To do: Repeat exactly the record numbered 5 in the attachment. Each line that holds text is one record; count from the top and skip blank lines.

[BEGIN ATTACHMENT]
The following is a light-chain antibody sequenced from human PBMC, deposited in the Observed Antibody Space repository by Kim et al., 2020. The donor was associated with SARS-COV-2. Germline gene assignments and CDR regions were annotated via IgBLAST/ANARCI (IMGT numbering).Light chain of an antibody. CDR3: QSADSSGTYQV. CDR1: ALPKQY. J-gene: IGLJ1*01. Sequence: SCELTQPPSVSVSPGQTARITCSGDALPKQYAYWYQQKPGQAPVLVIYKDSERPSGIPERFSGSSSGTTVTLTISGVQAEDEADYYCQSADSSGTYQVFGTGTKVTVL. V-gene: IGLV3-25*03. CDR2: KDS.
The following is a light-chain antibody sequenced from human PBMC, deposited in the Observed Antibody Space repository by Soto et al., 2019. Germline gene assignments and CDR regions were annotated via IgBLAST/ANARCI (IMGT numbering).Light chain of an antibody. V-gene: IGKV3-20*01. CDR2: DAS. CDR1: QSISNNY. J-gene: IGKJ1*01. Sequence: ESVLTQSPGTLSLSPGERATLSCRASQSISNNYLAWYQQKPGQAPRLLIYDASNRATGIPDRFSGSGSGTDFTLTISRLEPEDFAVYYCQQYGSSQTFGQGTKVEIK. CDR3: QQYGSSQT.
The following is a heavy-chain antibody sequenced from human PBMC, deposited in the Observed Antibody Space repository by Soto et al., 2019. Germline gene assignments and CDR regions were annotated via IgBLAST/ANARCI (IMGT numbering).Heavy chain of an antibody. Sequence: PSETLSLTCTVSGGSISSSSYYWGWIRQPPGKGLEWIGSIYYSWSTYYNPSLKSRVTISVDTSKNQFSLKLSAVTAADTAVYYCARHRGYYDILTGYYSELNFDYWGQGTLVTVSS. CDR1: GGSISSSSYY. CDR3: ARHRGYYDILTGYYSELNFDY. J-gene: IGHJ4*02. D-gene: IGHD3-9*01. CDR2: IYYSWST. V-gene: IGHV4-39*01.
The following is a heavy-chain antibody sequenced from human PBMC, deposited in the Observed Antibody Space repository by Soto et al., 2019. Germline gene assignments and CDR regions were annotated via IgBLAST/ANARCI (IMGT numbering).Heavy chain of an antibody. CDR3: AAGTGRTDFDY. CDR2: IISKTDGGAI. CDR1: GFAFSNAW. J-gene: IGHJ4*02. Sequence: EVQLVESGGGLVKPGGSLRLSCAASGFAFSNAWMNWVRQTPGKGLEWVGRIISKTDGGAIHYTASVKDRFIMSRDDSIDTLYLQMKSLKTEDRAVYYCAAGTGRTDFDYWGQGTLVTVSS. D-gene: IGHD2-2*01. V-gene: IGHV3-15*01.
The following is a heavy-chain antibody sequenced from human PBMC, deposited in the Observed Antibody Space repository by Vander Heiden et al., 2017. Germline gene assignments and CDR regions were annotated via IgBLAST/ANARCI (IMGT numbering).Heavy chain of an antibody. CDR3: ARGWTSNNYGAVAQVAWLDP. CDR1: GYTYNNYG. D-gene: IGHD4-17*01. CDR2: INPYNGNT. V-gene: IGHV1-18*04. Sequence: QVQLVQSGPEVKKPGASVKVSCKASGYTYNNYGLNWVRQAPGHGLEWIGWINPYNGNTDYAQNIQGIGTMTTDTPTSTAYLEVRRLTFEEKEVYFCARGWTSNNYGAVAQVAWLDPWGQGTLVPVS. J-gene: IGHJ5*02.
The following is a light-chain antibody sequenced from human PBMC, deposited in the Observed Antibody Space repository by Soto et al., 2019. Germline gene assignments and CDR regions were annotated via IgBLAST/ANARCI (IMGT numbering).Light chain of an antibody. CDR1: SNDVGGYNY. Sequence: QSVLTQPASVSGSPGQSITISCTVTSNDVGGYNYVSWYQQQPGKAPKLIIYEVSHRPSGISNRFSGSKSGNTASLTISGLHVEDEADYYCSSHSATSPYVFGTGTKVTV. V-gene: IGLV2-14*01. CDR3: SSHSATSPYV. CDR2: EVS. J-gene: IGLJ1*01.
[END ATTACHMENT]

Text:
The following is a heavy-chain antibody sequenced from human PBMC, deposited in the Observed Antibody Space repository by Vander Heiden et al., 2017. Germline gene assignments and CDR regions were annotated via IgBLAST/ANARCI (IMGT numbering).Heavy chain of an antibody. CDR3: ARGWTSNNYGAVAQVAWLDP. CDR1: GYTYNNYG. D-gene: IGHD4-17*01. CDR2: INPYNGNT. V-gene: IGHV1-18*04. Sequence: QVQLVQSGPEVKKPGASVKVSCKASGYTYNNYGLNWVRQAPGHGLEWIGWINPYNGNTDYAQNIQGIGTMTTDTPTSTAYLEVRRLTFEEKEVYFCARGWTSNNYGAVAQVAWLDPWGQGTLVPVS. J-gene: IGHJ5*02.